Repairing Rural Nutrition during COVID-19
In a small rural village, near the famous Beng Mealea temple, the AHC Community Outreach Team are teaching local mothers how to cook nutritious food for their children, to help address the increase of malnutrition seen in Cambodian children during the COVID-19 pandemic.
Since the global pandemic, rural communities in Cambodia have been most vulnerable to the knock-on effects of the virus. Over 72 percent of Cambodians have experienced income loss from COVID-19, according to a recent UN report, with women being hardest hit, as many work in informal employment. Economic hardship has forced families to reduce spending on food and healthcare.
Ongoing food insecurity and poor quality diets threatens to reverse the progress made in child health over the last decade, putting thousands more children at risk of stunted growth, impaired development, and serious disease. At the hospital, AHC has witnessed a 39 percent increase in children who are undernourished, compared to last year.
“The villagers are finding it difficult with less money coming in and the cost of food increasing,” says Phoung Thy, AHC Nutrition Project Assistant. “The villagers have resorted to finding food around their village, and their children’s nutrition is feeling the effects.” Phoung Thy and the community outreach team have resumed visiting rural villages to host cooking demonstrations and nutrition education sessions, after a brief hiatus in outreach operations caused by COVID-19.
The causes of malnutrition go beyond not having enough food to eat
Diets lacking micronutrient-rich foods, and not having access to clean water and sanitation, contribute to malnutrition in children, making them more vulnerable to infection and disease. Micronutrient deficiencies, like iron deficiency anemia, not only affects physical growth and the immune system, it can also impair mental performance, coordination, and language skills. A 2016 study found 32.0% of Cambodian children (aged 6-59 months) living in rural areas were severely anemic, resulting in debilitating consequences to their health and productivity.
At the rural village, the AHC team have gathered with over a dozen mothers and their children to share in a morning of cooking, eating, and hands-on learning. The village’s central meetinghouse is filled with playful gossip as the children wait patiently for today’s meal to be served from the fire outside, the smoke from which has already clouded the animated room.
The mothers are learning how to cook nutritious porridge using healthy and affordable ingredients that they can source from their local market and gardens including pumpkin, spinach, fish, and rice. “It is helpful when the ingredients are ones we can find or grow easily,” says Rotha, a mother of five, who is acting as the cook at today’s session, “that way we can cook healthier food more often, instead of resorting to cheap processed food.”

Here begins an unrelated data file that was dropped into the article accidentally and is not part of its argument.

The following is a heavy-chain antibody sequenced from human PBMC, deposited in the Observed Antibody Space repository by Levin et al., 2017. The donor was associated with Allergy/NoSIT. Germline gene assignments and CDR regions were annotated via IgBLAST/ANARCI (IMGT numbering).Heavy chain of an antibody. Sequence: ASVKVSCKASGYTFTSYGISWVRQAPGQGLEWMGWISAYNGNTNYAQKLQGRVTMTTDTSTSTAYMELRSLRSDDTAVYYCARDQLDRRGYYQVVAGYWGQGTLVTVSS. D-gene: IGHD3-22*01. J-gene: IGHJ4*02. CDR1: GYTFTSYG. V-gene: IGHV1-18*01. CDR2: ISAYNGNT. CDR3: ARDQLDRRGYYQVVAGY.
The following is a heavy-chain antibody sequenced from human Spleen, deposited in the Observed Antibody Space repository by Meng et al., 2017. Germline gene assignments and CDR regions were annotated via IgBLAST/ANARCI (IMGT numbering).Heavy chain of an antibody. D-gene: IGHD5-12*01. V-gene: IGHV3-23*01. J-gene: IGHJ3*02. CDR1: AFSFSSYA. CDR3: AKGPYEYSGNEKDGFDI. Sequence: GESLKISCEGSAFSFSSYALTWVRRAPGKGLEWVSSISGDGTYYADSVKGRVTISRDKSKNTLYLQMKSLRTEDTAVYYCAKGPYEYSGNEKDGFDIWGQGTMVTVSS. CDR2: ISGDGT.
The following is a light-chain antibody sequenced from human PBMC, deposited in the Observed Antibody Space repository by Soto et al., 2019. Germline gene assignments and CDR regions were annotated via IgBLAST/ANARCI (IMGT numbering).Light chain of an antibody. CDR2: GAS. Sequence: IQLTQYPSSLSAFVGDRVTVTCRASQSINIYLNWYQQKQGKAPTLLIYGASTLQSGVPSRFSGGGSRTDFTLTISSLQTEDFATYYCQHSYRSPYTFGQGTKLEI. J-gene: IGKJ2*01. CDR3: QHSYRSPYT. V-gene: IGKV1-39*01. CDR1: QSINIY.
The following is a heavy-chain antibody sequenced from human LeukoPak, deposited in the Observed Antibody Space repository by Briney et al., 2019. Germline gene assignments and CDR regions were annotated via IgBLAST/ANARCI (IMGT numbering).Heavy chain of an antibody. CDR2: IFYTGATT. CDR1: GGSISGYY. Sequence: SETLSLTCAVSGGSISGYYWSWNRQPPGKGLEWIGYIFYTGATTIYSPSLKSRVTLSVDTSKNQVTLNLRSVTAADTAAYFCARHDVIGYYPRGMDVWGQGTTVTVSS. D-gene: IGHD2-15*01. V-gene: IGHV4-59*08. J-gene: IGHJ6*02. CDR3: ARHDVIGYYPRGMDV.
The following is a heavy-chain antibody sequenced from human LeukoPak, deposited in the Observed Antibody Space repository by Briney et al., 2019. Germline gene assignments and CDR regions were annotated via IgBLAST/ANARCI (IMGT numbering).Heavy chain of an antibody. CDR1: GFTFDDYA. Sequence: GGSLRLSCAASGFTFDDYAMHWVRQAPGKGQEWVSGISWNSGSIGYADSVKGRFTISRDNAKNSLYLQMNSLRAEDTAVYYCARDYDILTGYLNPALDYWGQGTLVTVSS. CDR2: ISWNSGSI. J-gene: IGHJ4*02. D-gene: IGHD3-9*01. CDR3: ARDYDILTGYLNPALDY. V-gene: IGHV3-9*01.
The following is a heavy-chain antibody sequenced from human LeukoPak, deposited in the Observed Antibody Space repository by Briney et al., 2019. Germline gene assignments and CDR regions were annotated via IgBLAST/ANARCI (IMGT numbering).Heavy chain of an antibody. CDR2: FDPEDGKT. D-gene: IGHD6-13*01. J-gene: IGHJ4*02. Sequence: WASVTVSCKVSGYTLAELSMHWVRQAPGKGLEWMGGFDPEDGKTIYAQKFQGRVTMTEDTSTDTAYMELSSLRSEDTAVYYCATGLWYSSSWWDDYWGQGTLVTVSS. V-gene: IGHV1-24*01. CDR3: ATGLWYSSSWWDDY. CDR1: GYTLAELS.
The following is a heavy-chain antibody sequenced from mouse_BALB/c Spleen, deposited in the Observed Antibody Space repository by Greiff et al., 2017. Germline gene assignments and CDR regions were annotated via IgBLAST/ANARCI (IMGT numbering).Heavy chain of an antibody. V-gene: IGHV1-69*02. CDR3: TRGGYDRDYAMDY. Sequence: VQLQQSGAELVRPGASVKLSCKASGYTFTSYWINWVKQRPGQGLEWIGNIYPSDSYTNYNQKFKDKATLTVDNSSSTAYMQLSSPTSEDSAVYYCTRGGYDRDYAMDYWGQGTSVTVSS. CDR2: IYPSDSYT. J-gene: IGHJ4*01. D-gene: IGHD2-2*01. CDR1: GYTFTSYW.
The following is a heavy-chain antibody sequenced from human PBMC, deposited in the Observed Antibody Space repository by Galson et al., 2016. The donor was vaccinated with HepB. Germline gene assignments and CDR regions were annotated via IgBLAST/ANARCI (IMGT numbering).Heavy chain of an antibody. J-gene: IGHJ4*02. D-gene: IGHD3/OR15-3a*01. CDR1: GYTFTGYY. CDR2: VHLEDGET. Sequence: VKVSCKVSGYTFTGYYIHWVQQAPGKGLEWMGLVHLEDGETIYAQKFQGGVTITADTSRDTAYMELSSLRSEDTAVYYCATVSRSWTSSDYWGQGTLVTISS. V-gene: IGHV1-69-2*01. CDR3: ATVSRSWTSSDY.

As well as learning how to cook healthier food, mothers are taught about the different food groups and the importance of having a diverse diet. Because meat is becoming increasingly expensive, mothers need to include more food groups and other sources of protein to enrich their child’s diet. “Today I have learnt some new ways I can improve my family’s health,” says Rotha, “I will teach my children so they can help me cook these new foods in our kitchen. With a healthier diet we can prevent sickness in our family.”
The community outreach team travels over two hours from Siem Reap to reach rural villages in the surrounding provinces. However, according to Phoung Thy, it can often take double that time because of flooded roads during wet season. On the day of the trip, the team visits the local market to buy all the ingredients needed for the day’s cooking demonstration, and sets off in the AHC motorised mobile kitchen unit. The team repeat this process many times per week, often sleeping overnight in rural villages, spending days away from their family, in order to improve the lives of Cambodia’s hardest to reach communities.
Herbalife Nutrition Foundation kindly sponsors the AHC cooking demonstration activities and motorised mobile kitchen unit. The mobile kitchen gives AHC access to hard-to-reach areas, helping the team build nutrition knowledge in the most vulnerable and isolated communities needing relief.
This quarter, the community outreach team has educated over 120,000 villagers on a range of health topics since operations restarted after the global pandemic began, through both community meetings and public broadcasts of COVID-19 prevention information.
For many years, poor diets have affected the health of Cambodia’s children and the current crisis is only amplifying the burden caused by malnutrition. AHC understands the importance nutrition plays in fostering healthy communities. The AHC nutrition programme will continue to foster healthy communities by improving nutrition and will remain committed to protecting and improving child health in Cambodia.